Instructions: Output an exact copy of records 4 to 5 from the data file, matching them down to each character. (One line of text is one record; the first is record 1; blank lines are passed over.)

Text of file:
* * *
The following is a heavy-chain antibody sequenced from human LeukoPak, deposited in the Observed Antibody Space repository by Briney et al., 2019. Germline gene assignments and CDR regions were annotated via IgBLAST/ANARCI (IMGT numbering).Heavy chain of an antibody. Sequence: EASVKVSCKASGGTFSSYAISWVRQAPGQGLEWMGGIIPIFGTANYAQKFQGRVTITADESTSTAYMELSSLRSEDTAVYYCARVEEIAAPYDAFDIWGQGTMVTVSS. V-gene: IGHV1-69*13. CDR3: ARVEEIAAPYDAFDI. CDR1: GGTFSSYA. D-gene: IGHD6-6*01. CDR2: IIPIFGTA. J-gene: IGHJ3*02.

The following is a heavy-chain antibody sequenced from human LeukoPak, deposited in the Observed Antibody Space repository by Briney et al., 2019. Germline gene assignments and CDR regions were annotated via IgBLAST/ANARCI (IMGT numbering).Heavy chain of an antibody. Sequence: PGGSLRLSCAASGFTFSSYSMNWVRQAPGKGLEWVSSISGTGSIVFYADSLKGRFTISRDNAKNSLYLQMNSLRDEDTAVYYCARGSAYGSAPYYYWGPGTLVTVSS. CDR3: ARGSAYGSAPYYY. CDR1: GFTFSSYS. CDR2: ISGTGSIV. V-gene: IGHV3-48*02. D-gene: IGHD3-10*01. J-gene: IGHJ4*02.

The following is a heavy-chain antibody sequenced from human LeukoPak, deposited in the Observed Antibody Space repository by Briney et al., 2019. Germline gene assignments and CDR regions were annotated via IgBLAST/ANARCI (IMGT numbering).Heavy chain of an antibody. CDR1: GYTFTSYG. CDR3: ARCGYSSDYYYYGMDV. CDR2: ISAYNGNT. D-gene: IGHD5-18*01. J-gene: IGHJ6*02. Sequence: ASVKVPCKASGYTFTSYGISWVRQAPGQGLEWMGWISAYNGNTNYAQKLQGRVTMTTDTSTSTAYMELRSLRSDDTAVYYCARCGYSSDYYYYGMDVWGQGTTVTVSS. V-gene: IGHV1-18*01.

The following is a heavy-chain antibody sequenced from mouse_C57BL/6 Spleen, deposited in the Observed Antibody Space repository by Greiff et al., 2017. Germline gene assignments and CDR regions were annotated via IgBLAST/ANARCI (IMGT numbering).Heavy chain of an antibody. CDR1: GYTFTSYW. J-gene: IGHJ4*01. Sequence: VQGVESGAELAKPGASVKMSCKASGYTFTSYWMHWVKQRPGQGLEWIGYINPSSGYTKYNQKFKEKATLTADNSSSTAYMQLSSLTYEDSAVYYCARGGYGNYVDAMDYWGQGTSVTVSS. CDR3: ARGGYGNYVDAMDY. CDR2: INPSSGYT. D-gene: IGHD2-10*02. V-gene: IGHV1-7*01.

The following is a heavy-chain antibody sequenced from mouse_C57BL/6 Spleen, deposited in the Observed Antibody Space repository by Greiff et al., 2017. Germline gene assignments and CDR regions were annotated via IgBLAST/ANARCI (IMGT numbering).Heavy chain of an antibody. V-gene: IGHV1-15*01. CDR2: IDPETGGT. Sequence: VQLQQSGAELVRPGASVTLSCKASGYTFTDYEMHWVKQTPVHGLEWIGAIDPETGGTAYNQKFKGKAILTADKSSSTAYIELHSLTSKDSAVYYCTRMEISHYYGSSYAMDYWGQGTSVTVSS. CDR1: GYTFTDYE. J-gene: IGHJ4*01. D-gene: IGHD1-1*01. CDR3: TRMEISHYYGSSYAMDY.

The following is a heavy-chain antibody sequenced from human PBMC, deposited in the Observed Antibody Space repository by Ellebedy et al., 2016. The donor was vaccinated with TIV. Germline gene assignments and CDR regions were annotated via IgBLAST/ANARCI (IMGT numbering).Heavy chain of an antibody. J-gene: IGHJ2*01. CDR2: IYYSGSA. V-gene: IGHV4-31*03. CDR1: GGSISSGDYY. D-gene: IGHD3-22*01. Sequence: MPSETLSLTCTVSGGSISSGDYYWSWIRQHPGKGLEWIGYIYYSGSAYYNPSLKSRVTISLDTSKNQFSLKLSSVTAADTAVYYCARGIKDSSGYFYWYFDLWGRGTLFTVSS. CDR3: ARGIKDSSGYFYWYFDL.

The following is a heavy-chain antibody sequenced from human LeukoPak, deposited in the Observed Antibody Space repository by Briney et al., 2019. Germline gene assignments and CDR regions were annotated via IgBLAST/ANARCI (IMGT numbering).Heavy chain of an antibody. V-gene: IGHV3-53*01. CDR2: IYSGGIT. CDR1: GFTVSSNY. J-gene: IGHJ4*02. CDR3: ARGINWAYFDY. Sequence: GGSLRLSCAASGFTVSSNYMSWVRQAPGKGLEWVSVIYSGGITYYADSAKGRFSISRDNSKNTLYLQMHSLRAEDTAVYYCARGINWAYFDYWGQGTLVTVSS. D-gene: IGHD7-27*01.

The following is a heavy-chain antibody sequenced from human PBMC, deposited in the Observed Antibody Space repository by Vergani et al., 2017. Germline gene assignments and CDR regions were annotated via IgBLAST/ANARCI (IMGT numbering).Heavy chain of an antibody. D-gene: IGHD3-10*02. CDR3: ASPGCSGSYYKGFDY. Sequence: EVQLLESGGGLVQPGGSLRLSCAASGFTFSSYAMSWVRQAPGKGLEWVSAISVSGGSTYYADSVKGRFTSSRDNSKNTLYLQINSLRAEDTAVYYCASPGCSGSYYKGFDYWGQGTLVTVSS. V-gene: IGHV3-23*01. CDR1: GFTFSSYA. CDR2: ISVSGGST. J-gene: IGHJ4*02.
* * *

The following is a heavy-chain antibody sequenced from mouse_C57BL/6 Spleen, deposited in the Observed Antibody Space repository by Greiff et al., 2017. Germline gene assignments and CDR regions were annotated via IgBLAST/ANARCI (IMGT numbering).Heavy chain of an antibody. CDR1: GYTFTSYW. J-gene: IGHJ4*01. Sequence: VQGVESGAELAKPGASVKMSCKASGYTFTSYWMHWVKQRPGQGLEWIGYINPSSGYTKYNQKFKEKATLTADNSSSTAYMQLSSLTYEDSAVYYCARGGYGNYVDAMDYWGQGTSVTVSS. CDR3: ARGGYGNYVDAMDY. CDR2: INPSSGYT. D-gene: IGHD2-10*02. V-gene: IGHV1-7*01.

The following is a heavy-chain antibody sequenced from mouse_C57BL/6 Spleen, deposited in the Observed Antibody Space repository by Greiff et al., 2017. Germline gene assignments and CDR regions were annotated via IgBLAST/ANARCI (IMGT numbering).Heavy chain of an antibody. V-gene: IGHV1-15*01. CDR2: IDPETGGT. Sequence: VQLQQSGAELVRPGASVTLSCKASGYTFTDYEMHWVKQTPVHGLEWIGAIDPETGGTAYNQKFKGKAILTADKSSSTAYIELHSLTSKDSAVYYCTRMEISHYYGSSYAMDYWGQGTSVTVSS. CDR1: GYTFTDYE. J-gene: IGHJ4*01. D-gene: IGHD1-1*01. CDR3: TRMEISHYYGSSYAMDY.